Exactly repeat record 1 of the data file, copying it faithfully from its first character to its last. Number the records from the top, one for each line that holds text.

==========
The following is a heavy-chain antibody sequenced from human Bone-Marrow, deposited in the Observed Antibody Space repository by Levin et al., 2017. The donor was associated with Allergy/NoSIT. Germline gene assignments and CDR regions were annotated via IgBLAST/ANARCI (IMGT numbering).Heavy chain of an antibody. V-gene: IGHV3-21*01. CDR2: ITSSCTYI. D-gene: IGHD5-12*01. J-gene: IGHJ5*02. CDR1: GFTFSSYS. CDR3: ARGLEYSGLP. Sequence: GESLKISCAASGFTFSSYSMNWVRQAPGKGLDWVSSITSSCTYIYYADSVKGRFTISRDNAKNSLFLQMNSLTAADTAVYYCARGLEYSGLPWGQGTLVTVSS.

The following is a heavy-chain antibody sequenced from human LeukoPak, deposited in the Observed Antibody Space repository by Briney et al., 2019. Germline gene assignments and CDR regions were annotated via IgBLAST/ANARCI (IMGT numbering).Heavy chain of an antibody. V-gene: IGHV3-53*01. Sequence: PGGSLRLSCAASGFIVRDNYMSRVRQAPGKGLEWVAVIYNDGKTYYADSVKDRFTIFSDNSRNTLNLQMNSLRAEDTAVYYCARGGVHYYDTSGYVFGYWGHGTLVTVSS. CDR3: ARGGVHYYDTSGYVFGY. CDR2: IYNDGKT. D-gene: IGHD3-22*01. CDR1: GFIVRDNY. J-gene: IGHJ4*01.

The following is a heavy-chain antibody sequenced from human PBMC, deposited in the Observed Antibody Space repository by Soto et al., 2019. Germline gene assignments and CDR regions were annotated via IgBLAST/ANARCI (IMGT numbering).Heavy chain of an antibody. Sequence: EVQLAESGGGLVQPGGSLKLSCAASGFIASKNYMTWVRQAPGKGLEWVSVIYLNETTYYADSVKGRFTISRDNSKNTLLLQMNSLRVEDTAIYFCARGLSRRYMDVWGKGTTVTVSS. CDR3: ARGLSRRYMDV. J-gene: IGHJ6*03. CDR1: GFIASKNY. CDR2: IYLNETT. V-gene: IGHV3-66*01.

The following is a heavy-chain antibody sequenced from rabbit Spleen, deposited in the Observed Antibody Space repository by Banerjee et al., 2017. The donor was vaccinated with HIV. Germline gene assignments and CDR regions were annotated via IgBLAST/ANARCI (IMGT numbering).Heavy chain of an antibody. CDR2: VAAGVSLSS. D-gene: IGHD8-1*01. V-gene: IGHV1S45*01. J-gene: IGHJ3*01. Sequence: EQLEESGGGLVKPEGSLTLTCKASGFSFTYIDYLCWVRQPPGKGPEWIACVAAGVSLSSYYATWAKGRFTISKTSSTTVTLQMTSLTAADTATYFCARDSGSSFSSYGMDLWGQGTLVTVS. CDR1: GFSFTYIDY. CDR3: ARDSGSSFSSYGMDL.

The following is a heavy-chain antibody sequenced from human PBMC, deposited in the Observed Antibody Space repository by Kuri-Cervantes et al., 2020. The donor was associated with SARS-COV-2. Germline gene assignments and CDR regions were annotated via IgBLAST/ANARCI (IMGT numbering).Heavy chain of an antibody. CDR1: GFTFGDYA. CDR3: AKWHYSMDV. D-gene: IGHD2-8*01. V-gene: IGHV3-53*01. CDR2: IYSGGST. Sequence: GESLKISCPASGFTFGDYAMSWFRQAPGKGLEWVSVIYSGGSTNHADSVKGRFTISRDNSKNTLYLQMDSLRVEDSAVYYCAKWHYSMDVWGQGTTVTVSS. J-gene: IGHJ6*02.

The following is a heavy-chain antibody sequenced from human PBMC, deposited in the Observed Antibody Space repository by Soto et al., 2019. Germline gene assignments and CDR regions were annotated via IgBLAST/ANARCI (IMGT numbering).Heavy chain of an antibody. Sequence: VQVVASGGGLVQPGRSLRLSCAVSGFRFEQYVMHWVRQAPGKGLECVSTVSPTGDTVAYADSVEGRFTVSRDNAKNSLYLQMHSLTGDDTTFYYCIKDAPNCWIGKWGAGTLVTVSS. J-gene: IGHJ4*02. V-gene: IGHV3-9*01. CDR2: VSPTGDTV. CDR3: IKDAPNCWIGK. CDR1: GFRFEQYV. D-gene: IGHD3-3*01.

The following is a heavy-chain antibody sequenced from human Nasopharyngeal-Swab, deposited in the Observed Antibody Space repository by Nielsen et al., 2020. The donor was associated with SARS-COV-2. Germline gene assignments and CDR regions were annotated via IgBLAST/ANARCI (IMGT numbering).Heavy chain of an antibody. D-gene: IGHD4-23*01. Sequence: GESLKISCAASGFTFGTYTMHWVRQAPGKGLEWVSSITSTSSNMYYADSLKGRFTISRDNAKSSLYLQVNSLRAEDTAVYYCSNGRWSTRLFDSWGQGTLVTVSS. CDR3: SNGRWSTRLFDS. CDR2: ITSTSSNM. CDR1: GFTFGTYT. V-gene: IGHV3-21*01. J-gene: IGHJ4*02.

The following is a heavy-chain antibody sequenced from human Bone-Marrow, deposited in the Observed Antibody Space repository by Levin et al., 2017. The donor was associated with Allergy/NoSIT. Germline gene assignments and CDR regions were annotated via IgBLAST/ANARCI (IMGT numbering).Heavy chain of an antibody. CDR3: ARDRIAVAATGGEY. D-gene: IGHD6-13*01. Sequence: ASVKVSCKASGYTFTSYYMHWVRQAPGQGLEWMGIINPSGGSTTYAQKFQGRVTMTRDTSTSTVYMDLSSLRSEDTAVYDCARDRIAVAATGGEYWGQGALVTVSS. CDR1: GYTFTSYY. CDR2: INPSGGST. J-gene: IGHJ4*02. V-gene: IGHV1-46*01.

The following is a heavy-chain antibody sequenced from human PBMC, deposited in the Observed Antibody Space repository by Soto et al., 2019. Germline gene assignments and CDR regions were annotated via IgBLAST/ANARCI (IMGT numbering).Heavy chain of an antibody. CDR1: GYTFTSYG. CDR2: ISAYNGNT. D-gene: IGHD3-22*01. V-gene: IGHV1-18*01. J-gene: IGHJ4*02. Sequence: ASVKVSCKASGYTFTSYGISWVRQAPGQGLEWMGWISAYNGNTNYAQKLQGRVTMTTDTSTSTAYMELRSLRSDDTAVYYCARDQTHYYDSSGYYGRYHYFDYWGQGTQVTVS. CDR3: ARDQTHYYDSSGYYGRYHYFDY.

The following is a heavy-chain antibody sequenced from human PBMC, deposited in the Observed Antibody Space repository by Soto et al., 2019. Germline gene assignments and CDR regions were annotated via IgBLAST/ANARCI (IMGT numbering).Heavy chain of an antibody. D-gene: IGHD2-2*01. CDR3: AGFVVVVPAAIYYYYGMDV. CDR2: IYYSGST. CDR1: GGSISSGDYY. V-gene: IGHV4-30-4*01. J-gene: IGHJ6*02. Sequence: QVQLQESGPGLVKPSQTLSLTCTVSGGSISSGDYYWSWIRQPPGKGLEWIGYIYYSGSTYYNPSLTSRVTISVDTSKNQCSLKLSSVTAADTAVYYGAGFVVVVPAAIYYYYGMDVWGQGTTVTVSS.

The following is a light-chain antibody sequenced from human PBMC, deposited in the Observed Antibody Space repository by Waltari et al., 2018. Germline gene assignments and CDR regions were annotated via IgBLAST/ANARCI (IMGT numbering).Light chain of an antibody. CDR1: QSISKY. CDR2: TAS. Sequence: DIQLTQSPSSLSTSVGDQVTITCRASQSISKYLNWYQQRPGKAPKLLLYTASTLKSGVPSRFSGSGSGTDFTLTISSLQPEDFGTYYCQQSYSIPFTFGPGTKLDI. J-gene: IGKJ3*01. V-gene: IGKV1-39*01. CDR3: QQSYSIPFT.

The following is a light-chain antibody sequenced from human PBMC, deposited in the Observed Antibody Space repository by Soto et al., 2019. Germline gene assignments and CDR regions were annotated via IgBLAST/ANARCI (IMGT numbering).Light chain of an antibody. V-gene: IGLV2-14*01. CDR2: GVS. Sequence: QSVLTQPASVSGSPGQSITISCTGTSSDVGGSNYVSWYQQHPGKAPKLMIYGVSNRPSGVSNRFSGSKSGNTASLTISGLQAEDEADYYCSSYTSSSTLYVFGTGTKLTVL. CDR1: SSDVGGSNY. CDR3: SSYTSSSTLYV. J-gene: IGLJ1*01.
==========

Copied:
The following is a heavy-chain antibody sequenced from human Bone-Marrow, deposited in the Observed Antibody Space repository by Levin et al., 2017. The donor was associated with Allergy/NoSIT. Germline gene assignments and CDR regions were annotated via IgBLAST/ANARCI (IMGT numbering).Heavy chain of an antibody. V-gene: IGHV3-21*01. CDR2: ITSSCTYI. D-gene: IGHD5-12*01. J-gene: IGHJ5*02. CDR1: GFTFSSYS. CDR3: ARGLEYSGLP. Sequence: GESLKISCAASGFTFSSYSMNWVRQAPGKGLDWVSSITSSCTYIYYADSVKGRFTISRDNAKNSLFLQMNSLTAADTAVYYCARGLEYSGLPWGQGTLVTVSS.